Way back in 2013 I wrote about our chance discovery of the Captain Francis O’Neill Memorial – out in the deep countryside west of Bantry Bay. Just to remind you, O’Neill – always referred to locally as The Chief – was a West Cork hero who championed Irish traditional music, and many students of The Music have a copy of ‘1001 Gems: The Dance Music of Ireland’ – O’Neill’s best known collection of tunes, published in 1907. I acquired my copy over thirty years ago and so far I have learned only a fraction!
Ireland has a great tradition of honouring its heroes, and ‘The Captain Francis O’Neill Memorial Company’ was set up in 1995 to do just that for The Chief. It was timely, as the 150th anniversary of his death came in the summer of 1998, and the Company was responsible for erecting a plaque at Tralibane Bridge – the place of his birth – and on that day also reviving the ‘pattern dancing’ at the crossroads by the bridge, after an absence of very many years.
I’d better briefly recap on the man himself… He was born on August 28, 1848 at Tralibane in the Parish of Caheragh – the youngest of seven children. His parents had a very strong background in Irish music, and Francis grew up in a household which was a gathering place for musicians sharing and exchanging tunes, and accompanying the dances. Like so many of his peers he left home at the age of 16, embarking in Cork city on a sailing vessel bound for England and from there found work on other ships which took him around the world. Among his many adventures was a shipwreck while aboard the Minnehaha in the South Pacific. He was rescued by a passing ship which eventually docked in San Francisco, where he decided for the time being to stay on dry land. His journeyings took him on to Chicago, where he joined the Police Force in 1873. At that time 40,000 residents of the city were Irish: by 1900 there were over a quarter of a million there: a huge reservoir of Irish music for Francis to garner – something he revelled in. During his first months of service he was shot and seriously wounded in the course of duty. One of the bullets lodged in his spine and could not be removed: he carried it with him for the rest of his long life.
Francis was good at his job: he was promoted to Lieutenant, Captain and, finally, to Chief of the Chicago Police in 1901. He had 3,300 men under his command – the vast majority of them were Irish, and one suspects that many of them were employed by The Chief because of their musical abilities and resources! All through his adult life Francis O’Neill collected and wrote down tunes; he was also an early champion of the phonograph, which helped him in his transcriptions.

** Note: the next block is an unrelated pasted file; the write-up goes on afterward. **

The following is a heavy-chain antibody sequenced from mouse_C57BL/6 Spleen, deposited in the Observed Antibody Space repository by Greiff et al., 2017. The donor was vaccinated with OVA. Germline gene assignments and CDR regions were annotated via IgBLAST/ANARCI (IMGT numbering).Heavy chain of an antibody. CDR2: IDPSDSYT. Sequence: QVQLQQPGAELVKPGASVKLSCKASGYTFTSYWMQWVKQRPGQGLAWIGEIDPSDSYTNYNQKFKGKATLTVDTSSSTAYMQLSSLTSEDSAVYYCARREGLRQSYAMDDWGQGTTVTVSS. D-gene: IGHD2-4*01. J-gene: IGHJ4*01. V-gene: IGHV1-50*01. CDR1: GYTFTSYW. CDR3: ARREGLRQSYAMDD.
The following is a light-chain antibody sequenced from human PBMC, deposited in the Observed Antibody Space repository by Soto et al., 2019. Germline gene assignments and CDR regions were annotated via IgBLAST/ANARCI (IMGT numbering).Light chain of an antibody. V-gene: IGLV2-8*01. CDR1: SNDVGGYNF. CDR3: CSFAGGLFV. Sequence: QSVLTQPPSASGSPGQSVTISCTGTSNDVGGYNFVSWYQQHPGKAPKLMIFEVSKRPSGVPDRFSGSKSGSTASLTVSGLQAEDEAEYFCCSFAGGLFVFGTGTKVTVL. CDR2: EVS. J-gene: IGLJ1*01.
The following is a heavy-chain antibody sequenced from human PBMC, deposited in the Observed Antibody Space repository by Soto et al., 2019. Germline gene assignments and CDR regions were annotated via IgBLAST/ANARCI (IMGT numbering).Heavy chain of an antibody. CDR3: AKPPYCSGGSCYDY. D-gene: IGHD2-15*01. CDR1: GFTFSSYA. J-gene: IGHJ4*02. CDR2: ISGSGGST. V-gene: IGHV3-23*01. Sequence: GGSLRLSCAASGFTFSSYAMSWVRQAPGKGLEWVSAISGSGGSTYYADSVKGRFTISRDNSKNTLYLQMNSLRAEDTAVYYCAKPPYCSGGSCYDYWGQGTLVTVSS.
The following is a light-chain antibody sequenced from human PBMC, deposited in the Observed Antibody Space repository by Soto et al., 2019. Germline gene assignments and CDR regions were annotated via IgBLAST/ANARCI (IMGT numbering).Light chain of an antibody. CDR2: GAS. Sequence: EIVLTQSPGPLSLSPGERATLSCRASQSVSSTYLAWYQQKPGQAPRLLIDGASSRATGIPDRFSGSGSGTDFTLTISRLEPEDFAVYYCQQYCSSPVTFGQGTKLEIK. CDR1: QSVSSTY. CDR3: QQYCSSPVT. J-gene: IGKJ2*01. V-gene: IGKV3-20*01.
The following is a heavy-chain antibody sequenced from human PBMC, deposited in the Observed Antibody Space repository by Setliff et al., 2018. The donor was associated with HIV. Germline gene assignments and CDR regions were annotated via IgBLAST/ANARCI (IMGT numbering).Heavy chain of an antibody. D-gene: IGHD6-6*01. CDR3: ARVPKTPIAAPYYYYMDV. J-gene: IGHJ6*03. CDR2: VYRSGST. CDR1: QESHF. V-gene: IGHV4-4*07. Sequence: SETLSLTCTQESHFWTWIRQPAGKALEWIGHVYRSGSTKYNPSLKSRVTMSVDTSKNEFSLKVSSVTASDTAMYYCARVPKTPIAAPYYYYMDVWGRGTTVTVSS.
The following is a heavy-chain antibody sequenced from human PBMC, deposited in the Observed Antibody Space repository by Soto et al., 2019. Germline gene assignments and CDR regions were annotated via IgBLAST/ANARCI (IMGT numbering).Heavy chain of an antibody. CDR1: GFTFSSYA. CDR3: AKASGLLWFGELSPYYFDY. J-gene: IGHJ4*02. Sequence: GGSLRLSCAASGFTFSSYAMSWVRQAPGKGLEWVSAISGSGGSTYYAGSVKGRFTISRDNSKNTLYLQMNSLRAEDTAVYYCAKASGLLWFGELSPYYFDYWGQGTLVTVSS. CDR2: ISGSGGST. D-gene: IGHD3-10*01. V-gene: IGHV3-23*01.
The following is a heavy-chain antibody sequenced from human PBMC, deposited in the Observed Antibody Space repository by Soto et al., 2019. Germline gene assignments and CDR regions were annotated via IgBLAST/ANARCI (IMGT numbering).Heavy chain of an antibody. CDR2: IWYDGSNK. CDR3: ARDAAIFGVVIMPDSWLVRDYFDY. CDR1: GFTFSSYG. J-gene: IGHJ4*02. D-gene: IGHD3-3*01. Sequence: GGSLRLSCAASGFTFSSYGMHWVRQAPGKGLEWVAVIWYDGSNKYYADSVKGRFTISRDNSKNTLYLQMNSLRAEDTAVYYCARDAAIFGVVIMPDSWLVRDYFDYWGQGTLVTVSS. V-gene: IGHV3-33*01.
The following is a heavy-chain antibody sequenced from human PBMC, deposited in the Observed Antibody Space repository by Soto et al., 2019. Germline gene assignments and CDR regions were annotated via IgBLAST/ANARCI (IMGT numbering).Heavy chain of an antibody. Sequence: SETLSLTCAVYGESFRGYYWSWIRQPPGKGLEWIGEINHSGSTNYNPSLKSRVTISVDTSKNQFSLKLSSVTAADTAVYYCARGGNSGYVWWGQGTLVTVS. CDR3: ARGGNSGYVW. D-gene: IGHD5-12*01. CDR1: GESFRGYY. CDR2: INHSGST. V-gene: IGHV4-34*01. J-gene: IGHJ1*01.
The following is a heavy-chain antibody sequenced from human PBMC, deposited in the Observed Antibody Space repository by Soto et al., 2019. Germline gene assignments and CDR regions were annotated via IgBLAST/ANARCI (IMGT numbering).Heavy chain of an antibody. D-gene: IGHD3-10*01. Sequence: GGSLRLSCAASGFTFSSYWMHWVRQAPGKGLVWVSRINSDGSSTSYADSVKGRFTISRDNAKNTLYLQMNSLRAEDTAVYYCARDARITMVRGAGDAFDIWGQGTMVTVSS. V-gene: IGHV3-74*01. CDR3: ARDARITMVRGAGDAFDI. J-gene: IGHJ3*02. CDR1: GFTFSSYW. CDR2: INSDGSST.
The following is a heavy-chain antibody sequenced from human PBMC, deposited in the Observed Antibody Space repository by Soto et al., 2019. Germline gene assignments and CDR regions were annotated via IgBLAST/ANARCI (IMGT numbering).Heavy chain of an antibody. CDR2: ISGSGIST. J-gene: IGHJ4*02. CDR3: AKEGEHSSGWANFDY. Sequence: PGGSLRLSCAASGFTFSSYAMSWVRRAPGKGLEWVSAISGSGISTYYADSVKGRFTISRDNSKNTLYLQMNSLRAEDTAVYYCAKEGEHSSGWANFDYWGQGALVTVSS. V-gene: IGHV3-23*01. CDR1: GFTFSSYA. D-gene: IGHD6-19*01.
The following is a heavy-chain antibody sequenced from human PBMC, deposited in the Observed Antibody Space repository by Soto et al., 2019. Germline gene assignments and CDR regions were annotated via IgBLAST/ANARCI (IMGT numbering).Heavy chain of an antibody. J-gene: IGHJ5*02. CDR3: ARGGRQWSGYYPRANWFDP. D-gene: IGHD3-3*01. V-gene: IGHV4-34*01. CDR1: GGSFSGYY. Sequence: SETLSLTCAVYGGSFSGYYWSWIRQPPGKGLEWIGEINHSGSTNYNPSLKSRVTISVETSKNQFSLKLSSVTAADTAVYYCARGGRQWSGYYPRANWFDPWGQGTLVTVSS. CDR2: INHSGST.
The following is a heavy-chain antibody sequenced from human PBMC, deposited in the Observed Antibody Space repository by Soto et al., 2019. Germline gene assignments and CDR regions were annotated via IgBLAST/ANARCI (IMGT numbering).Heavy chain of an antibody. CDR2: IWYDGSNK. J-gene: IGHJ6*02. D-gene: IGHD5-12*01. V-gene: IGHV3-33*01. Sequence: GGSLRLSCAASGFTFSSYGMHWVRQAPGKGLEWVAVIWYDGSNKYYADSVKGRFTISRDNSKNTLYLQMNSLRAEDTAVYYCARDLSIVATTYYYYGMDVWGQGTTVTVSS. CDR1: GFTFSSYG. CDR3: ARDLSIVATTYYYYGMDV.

We went out to Tralibane today and – sure enough – enjoyed music and dancing at the crossroads, but we were also entertained by The Chief himself, resurrected by Timmy McCarthy – a descendant and a fund of information. I am indebted to him for the above and for many tales and anecdotes which I don’t have room to include here. He was dressed the part: a Police Chief’s uniform complete with polished badge – and he wielded a truncheon! He walked us from the Bridge (where we had been treated to outdoor music and dancing) to the house where Francis had been born, and then on to the site of the O’Neill Memorial. There was food, drink, tales and more music and dancing. It’s the middle of November, and the sun beamed down on us, lighting up the mountains in the distant view. You must tire of me telling you how beautiful it is here in rural Ireland, but we can never get enough of this wonderful landscape.
O’Neill’s tune collections have been published under different titles in his lifetime and ever since. They are considered the most valuable source material for all students. Some say that The Chief ‘saved’ Irish music, but I am inclined to think that it would have survived regardless. It is certainly very much alive today, as our weekly sessions demonstrate – along with the very many festivals which we are fortunate enough to have right on our door step.
Francis and his wife Ann had ten children, but sadly five died young. After an active retirement which was filled with fishing, pottery and photography as well as The Music, the Chief died of heart failure at his Chicago home: he was 87.
Francis O’Neill has left a legacy which is commemorated at Tralibane. There is a life-sized statue of him looking out over his own family countryside: he plays his flute throughout eternity. The large Memorial site often hosts meetings, music and dancing. We will return again next year…